While it is true that they have more studies than anyone else, that is because they have very limited and simplistic treatment goals which are very easy to measure, unlike repetitive complex interpersonal patterns. They also rarely bother to study people who have a lot of different (co-morbid) psychological problems. Even so, their claims of the superiority of their evidence base are highly inflated. I went into exactly how in detail in my last book.
It is also true that CBT therapists control the funding for psychotherapy research and tend to deny the followers of other psychotherapy schools a chance to prove their mettle in randomized clinical trials, which are very expensive to do. Psychotherapy researchers who are not CBT therapists refer to the "cognitive behavioral mafia" at the National Institute of Mental Health.
One of the major components of CBT is cognitive therapy, first pioneered by psychologist Albert Ellis and then refined (stolen?) by psychiatrist Aaron Beck. Cognitive therapy is based on the idea that human beings are irrational creatures in that they make a lot of logical errors whenever they assess the risks and benefits of various situations and courses of behavior. These irrational ideas then lead to out-of-control emotions such as unreasonable anger and depression.
When asked why people maintain irrational thoughts, Beck and Ellis say first that the reasons do not matter, and second that people are just born that way. Sure, if you are looking for evidence of irrational human behavior, you do not have to look very far. But that does not mean that people are basically as stupid as they seem to imply.
Ellis speaks of people "depressing themselves" with worst case scenarios (catastrophizing), or by drawing broad conclusions from single examples (e.g., "Since I failed this test, I will fail all the ones in the future" - overgeneralizing), or by setting up absurdly high standards for themselves with a lot of musts and shoulds that they can never live up to. He liked to refer to this process as "shoulding all over yourself" or "musterbating."
Cognitive psychotherapy employs a technique called collaborative empiricism. The patient and therapist get together to discuss the logical fallacies in some of the patient's thinking and to objectively examine the "evidence" for his or her beliefs. If the individual can become more of an objective, empirical, scientific type, he or she will not experience chronically negative emotional states - or so the reasoning goes.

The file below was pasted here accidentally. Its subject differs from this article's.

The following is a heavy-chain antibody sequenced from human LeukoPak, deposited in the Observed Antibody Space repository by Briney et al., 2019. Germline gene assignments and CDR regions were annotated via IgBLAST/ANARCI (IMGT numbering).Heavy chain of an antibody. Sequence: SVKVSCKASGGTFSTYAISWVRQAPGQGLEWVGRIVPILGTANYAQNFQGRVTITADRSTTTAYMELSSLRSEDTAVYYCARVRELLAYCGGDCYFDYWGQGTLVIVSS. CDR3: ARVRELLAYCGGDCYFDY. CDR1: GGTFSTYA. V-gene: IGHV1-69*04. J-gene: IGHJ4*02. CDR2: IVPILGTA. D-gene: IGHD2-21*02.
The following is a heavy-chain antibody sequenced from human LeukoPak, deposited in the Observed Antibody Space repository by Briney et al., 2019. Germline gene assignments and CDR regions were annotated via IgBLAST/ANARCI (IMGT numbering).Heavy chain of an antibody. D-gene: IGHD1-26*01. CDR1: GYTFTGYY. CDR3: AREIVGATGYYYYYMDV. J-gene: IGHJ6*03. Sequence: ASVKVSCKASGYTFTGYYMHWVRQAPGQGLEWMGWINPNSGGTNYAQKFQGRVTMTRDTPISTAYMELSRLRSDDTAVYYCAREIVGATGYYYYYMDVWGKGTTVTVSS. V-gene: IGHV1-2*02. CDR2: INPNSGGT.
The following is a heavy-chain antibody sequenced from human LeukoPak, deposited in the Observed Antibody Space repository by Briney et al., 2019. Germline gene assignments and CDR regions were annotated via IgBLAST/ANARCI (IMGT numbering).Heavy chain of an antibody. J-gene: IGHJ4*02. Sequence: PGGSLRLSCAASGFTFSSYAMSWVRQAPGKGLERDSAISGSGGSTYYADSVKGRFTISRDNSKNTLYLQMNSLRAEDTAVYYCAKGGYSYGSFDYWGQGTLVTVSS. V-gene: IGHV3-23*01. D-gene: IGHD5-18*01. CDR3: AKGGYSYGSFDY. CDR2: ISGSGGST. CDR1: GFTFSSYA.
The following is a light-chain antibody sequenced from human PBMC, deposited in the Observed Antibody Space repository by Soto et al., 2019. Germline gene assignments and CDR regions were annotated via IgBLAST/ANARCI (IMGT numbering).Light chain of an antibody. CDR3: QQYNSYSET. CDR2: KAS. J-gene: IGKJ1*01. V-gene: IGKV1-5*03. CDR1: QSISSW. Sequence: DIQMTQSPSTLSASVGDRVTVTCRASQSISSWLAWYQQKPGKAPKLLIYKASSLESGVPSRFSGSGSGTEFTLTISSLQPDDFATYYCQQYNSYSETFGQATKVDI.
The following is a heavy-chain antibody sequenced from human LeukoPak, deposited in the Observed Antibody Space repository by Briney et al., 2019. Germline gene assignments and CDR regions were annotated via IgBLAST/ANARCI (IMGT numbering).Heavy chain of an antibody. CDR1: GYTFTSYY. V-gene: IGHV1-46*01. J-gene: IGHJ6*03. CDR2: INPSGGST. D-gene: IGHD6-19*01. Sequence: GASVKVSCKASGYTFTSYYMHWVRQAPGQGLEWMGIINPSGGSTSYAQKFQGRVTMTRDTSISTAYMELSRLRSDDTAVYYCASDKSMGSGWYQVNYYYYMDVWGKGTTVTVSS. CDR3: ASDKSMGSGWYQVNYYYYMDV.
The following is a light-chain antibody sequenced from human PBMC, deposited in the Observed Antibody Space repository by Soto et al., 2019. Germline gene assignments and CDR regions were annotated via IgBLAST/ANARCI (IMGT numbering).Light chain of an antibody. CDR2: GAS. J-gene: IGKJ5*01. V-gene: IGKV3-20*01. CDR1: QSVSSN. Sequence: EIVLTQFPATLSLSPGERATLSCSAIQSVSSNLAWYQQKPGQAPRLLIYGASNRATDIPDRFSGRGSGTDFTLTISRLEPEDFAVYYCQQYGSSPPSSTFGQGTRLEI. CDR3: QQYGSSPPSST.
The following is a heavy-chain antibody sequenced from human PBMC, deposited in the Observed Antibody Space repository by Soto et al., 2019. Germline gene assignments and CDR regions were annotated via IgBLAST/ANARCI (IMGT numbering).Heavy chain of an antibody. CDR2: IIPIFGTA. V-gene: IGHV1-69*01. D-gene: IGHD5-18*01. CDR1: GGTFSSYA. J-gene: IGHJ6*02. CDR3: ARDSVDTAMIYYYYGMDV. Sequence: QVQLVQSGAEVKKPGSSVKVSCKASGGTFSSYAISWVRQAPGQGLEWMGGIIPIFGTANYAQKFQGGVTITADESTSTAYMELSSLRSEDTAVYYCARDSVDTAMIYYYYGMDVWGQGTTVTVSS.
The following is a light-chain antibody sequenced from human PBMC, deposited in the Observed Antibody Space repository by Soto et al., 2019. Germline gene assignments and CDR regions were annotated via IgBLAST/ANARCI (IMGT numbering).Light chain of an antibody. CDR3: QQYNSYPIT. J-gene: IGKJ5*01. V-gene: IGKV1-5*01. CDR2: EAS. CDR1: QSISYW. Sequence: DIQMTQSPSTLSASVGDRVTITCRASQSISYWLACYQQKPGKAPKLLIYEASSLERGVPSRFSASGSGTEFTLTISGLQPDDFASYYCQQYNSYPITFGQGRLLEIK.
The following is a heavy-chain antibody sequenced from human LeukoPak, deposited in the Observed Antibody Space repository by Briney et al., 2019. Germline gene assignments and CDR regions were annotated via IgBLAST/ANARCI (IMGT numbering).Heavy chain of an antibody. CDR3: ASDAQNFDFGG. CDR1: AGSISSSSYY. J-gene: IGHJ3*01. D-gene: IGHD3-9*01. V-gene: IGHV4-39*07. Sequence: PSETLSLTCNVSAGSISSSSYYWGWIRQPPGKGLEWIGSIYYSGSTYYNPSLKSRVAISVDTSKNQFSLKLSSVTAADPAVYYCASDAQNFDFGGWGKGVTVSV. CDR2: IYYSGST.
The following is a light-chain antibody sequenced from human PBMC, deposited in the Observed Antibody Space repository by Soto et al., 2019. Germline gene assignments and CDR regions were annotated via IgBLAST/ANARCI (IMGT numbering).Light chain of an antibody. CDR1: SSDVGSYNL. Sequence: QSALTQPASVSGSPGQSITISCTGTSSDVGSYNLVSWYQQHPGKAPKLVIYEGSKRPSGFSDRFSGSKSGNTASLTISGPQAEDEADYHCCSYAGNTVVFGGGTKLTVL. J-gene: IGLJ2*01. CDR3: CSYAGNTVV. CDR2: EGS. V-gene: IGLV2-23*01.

A current and popular version of cognitive therapy is called Acceptance and Commitment Therapy (ACT). At slight risk of oversimplifying this therapy, it consists almost entirely of trying to teach people that they do not have to believe everything that they think.
It is interesting that when CBT therapists start to deal with more significant self-destructive behavior, such as that seen in severe personality disorders, then what they do starts to look a lot more like what humanistic or relationship-oriented psychotherapists do. I believe that one reason for this is the existence of certain types of beliefs that human beings tend to hang on to as if their very lives depended on it, in spite of even the most obvious evidence to the contrary.
This type of belief was first identified by psychoanalytic pioneer Karen Horney. She referred to them as positive value blockages, for reasons I will describe shortly. They are held by individuals. Later on, family systems therapists noted a similar phenomenon in groups at the level of the family. They called these collectively held irrational notions family myths. Of course, dogmatic and preposterous myths are also
A therapist who tries to challenge these beliefs almost invariably gets, in response, a version of "My mind is made up; don't confuse me with the facts." Trying to challenge the rationality of positive value blocks or family myths using cognitive therapy is like trying to convince a Birther that President Obama was born in Hawaii.